Paul tells candidates “write the name of every person you will call and ask for $1,000, and come back when your notebook is full.”
“It’s easy for a candidates to say they can raise $300,000, for example, but when you start writing down names and numbers, the numbers get real, real fast,” Link said.
For an Iowa gubernatorial primary race, he estimates a candidate must be able to raise at least $1.5 million to run a viable campaign.
From a functional standpoint, launching the campaign is similar to starting a business venture, according to Sam Roecker, Link’s colleague at LPCA. In addition to employees, a campaign needs to recruit motivated volunteers, people who know how to organize, how to schedule the candidate’s time, how to keep the campaign on message, get that message out and when, where and how to advertise to build a statewide presence. And, Roecker said, a campaign needs a logo, a slogan, perhaps, and an office.
“Nothing too glamorous,” he said, because donors don’t want to think their money is being spent on prime office space, nice furniture and fancy campaign swag. “You do what you can to get by. Look for free furniture.”
Technology has made the traditional campaign headquarters less important than in the past, Dumas said.
“Twenty years ago, everyone came to the office to make phone calls,” he said. “Today, you log in from your home computer and make calls or you share a campaign message on Facebook and Twitter.”
Candidates can run the day-to-day campaign operation, but Dumas said their time is better spent making personal appearances and raising money.
Campaigns “are almost always about the candidate: Who they are, their background, their capacity to lead and how prepared they are,” Kochel said. So to maximize their impact, candidates running for governor generally rely on campaign consultants to recommend and recruit professional staffers to help develop messaging and campaign strategies, and help with the fundraising how-to.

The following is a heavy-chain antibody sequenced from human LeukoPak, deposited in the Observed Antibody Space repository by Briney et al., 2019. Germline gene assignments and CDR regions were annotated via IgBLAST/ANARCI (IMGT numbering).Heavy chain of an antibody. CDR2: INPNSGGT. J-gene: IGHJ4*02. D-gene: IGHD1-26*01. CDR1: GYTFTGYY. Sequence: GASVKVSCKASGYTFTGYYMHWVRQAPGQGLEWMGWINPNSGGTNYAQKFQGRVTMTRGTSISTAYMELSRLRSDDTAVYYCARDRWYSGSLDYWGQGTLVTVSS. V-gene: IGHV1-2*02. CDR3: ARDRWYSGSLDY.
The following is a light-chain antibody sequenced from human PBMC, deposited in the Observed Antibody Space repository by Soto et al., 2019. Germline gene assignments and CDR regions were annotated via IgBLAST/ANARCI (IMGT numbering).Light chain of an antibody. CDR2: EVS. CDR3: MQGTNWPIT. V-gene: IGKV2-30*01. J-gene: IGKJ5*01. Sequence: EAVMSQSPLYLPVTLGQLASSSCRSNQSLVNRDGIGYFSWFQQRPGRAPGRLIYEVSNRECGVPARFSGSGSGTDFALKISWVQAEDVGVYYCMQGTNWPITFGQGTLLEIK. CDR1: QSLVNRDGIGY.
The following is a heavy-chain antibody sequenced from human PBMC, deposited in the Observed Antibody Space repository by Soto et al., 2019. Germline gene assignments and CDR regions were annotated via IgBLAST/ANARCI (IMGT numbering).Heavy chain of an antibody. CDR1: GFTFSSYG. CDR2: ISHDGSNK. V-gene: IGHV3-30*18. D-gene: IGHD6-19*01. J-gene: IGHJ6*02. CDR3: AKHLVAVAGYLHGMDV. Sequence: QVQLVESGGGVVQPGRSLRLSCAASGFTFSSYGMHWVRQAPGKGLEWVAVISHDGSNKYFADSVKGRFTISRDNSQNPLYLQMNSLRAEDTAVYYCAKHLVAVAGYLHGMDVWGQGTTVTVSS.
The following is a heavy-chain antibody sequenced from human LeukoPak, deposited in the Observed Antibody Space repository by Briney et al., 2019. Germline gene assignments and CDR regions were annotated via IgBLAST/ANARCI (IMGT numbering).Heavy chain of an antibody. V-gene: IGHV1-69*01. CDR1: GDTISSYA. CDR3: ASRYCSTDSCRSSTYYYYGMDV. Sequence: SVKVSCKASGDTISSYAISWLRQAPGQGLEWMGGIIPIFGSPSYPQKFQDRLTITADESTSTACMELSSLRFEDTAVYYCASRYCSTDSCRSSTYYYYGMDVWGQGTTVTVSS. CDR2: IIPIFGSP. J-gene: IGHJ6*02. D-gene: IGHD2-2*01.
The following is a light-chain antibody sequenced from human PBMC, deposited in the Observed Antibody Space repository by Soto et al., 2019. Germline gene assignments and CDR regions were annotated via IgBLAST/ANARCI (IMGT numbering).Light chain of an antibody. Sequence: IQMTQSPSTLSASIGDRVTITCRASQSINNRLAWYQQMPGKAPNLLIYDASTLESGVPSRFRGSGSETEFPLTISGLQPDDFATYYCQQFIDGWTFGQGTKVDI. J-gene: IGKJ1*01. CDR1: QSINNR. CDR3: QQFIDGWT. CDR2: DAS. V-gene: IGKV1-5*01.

To a large degree, Dumas said, Terry Branstad set the precedent for Iowa gubernatorial campaigns and everyone after him is using some variation of the Branstad approach, including “the whole 99-county thing,” which was borrowed from Sen. Chuck Grassley.
Although there are agencies that will provide a “campaign-in-a-box,” Kochel and his colleagues are skeptical that off-the-shelf plans work in a state where running for governor is personal.
“Iowans want to press the flesh, see and hear the candidate speak, to look them in the eye, have a conversation,” Dumas said. “They want to personally know their governor.”
“A candidate has to have a relationship with activists, with volunteers, with voters,” Kochel said. “You can’t hire a professional to provide those things.”
In the end, campaigns are “sophisticated strategic organizations” and the process tests candidates, Paul said. That’s not a bad thing considering the candidates are asking voters to trust them with the leadership of a state of three million people.
“As frustrated as we all are with the fundraising side of this, this system does put candidates through the paces in preparation for what is a really complex challenge that impacts people on a daily basis,” Paul said. “If you’re running for governor of Iowa, you’re running to be the CEO of a $9 billion operation. So you should be able to handle a $9 (million) or $10 million election budget.”